"How people come out on the vote is going to depend on particular issues for that member and what concerns they have," MacLeod said. "I don't think it should be seen as a vote of confidence in the EPA, on how they do their job. I also don't think it's a test vote or a vote of confidence on the issue of climate change. More than anything, it points to the need of Congress to come up with a comprehensive solution."
Several sources pushing for a climate bill noted that they lost little steam last year, even though the Senate voted 67-31 in April against allowing the climate measure to be moved via a fast-track budget reconciliation process. That vote even netted 26 Democrats.
"I think this amendment is sort of a double-edged sword," said Manik Roy, vice president for federal government outreach at the Pew Center on Global Climate Change. "On the one hand, it does highlight the fact that most people consider command-and-control regulation the less preferable approach in regulating greenhouse gases. On the other hand, if you're going to say you don't like this approach, the next reasonable question is OK, what approach should we use?"
Dillon said Murkowski's efforts emanate from a sincere desire to debate the push now for EPA regulations when Congress is considering alternatives.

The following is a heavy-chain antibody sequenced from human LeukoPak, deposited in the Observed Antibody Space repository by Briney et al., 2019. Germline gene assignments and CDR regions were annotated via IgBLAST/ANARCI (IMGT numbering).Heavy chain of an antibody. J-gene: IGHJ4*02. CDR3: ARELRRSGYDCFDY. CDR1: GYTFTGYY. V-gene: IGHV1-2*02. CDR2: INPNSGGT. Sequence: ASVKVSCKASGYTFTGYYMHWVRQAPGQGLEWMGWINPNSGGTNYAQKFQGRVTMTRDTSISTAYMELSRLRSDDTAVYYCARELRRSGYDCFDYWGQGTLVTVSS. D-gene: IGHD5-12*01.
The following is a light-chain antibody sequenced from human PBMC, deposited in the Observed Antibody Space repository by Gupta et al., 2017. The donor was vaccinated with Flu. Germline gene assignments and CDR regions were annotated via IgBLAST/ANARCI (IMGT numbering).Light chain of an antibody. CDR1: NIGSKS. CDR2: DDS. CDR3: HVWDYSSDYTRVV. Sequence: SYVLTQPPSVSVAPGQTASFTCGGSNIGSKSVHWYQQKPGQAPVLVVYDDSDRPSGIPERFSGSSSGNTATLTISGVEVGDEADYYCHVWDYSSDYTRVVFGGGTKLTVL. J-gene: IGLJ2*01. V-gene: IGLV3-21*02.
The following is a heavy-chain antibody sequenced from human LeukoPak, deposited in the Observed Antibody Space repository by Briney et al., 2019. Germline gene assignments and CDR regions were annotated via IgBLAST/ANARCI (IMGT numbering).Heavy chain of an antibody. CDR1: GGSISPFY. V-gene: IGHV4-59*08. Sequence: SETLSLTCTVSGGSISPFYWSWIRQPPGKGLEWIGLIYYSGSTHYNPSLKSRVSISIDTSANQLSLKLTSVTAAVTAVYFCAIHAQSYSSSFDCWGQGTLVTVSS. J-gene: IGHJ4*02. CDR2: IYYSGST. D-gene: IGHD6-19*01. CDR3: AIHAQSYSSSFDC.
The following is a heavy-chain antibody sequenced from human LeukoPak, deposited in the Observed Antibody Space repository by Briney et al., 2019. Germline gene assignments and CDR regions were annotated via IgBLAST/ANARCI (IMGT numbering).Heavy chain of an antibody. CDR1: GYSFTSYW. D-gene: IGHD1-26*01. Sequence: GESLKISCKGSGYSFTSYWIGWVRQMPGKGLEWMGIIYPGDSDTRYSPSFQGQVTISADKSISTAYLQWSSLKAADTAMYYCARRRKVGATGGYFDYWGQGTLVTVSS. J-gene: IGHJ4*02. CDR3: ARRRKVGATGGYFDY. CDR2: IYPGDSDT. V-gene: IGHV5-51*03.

"We're not trying to be symbolic here," Dillon said.
For now, Murkowski would prefer that Congress move first to pass the bill adopted in her committee that includes a nationwide renewable electricity standard and a raft of other energy incentives, including a provision that could bring oil and gas rigs closer to Florida's Gulf Coast.
But if Democrats are going to pursue additional measures, Dillon said, Murkowski would support legislation "that doesn't harm the economy and actually leads to substantial cuts in emissions."
"So far," he said, "none of the proposals have done that."
Climate bill advocates note that any bill that makes it through Congress is likely to end the EPA regulatory process, at least to some considerable degree. For example, the House-passed legislation slows down the efforts of EPA and more than two-dozen states that have also been setting up climate regulations.
That is not enough, Dillon replied. "The House bill is a start, but if you look closely, it's not an ironclad pre-emption. It expires. That's the starting point."
Reporter Robin Bravender contributed.